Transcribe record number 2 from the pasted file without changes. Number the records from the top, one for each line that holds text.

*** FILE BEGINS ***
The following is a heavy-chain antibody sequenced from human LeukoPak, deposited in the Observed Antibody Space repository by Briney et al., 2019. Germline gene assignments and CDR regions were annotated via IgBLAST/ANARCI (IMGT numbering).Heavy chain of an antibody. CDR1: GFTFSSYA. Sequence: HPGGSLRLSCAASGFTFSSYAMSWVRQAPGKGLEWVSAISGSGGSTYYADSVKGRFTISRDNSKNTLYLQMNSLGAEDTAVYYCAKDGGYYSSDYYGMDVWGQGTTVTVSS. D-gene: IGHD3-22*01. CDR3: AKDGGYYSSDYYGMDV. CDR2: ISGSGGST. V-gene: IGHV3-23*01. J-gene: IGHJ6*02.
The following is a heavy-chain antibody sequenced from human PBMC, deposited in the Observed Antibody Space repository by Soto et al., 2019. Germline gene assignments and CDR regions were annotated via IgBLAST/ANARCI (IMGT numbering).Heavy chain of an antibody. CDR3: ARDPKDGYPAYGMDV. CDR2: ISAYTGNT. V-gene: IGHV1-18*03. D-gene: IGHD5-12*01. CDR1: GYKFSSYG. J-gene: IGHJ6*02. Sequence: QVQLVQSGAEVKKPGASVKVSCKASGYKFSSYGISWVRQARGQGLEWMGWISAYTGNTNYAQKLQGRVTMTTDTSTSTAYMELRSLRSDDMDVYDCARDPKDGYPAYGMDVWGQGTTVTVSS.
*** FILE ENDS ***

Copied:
The following is a heavy-chain antibody sequenced from human PBMC, deposited in the Observed Antibody Space repository by Soto et al., 2019. Germline gene assignments and CDR regions were annotated via IgBLAST/ANARCI (IMGT numbering).Heavy chain of an antibody. CDR3: ARDPKDGYPAYGMDV. CDR2: ISAYTGNT. V-gene: IGHV1-18*03. D-gene: IGHD5-12*01. CDR1: GYKFSSYG. J-gene: IGHJ6*02. Sequence: QVQLVQSGAEVKKPGASVKVSCKASGYKFSSYGISWVRQARGQGLEWMGWISAYTGNTNYAQKLQGRVTMTTDTSTSTAYMELRSLRSDDMDVYDCARDPKDGYPAYGMDVWGQGTTVTVSS.